## Electronics

#### Magnet attraction force increases with air gap

• FixIT
Subscriber

To clarify:

• ANSYS AIM 19.1 Academic version

• Windows 10 x64 Home

• All dimensions are in millimeters

• In Russia decimal separator is "," so 0,01 mm means 0.01 mm

• I am not saying Ansys is wrong, but the result is very strange

I notices this strange behavior in my computer experiment and I remade it to the simpliest form to show you.

A NdFe35 disk magnet 70 mm in diameter with the thickness 10 mm that is axially magnetized (Y axis) on a steel 1010 plate 5x80x80 mm (on the picture).

While the air gap increases from 0 to 0.001 mm the magnet attraction force decreases but at 0.01 mm the force becomes higher than at 0 mm air gap, after that with increasing the air gap the force decreases again.

You can see it on the picture:

• Magnet attraction force on the Z axis is the Force Z 1

• Plate attraction force on the Z axis - Force Z 2

• Force Z 1 + Force Z 2 = Force Z 3

• The columns F-H are the magnitudes of the same forces

So the trend is on the picture.

I thought this was happening because of the steel plate saturation. I ran another test with the variable thickness of the plate t (column C), but the trend was the same even with a 35 mm steel plate (on the picture).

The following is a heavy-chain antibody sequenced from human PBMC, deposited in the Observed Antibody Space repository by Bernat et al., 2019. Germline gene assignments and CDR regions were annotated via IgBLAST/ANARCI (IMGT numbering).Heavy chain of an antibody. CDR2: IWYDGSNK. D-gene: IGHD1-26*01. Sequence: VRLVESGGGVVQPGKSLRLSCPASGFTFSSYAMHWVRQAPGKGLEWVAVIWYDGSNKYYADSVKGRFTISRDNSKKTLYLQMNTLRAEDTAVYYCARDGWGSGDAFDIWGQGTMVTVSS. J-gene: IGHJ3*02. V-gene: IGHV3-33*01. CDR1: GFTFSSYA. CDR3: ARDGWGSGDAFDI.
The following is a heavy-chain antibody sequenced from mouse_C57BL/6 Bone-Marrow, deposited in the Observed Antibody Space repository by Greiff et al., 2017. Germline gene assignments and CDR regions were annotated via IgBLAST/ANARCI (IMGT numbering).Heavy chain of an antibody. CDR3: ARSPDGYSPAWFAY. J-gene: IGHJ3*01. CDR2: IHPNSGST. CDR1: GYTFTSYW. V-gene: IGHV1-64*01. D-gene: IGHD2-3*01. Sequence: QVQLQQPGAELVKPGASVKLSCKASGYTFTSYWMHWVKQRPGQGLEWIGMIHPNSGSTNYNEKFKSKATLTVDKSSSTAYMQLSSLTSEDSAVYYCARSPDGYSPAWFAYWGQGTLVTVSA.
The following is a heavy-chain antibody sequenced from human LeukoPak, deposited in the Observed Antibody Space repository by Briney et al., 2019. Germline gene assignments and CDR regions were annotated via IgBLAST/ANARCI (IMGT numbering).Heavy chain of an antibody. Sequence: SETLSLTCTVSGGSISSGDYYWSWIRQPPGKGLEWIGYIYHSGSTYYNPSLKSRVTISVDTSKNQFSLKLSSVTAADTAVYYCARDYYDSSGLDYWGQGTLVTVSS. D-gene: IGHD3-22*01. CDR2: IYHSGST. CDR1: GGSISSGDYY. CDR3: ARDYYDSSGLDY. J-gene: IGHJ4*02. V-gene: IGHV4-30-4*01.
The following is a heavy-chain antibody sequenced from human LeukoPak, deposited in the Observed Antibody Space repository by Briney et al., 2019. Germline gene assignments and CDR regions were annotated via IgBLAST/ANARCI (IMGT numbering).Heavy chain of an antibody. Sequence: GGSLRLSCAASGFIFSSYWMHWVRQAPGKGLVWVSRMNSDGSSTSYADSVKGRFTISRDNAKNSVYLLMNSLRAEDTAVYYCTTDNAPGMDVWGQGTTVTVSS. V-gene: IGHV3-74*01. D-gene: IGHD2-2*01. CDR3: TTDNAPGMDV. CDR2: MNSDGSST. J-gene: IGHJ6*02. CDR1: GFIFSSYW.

Ok you can say that +10 N is a very small amount of difference but in my original more complex experiment with a custom more powerfull magnet the difference between 0 mm and 0.01 mm air gap can be +150 N and the original experiment's calculations were done until hitting the maximum precision that can be achieved with the academic version.

I spent a lot of time trying to figure out what is wrong. I hope you can give detailed answer.

PS. Couldn't upload the experiment files on the forum, used another site instead https://www86.zippyshare.com/v/y6as8aAg/file.html

• mgardner
Subscriber

My guess is that this is a meshing issue.  With the air gap being so much smaller than the other dimensions in your model, it is very difficult for ANSYS to place mesh elements in the air gap because it requires a large number of extremely small mesh elements.  Additionally, this means that with a small air gap, a lot of tiny mesh elements must also be used near the air gap in the steel and the magnet.  As the air gap size changes, the minimum size of all these mesh elements also changes.  I expect that this change in the mesh is what is causing the strange force behavior.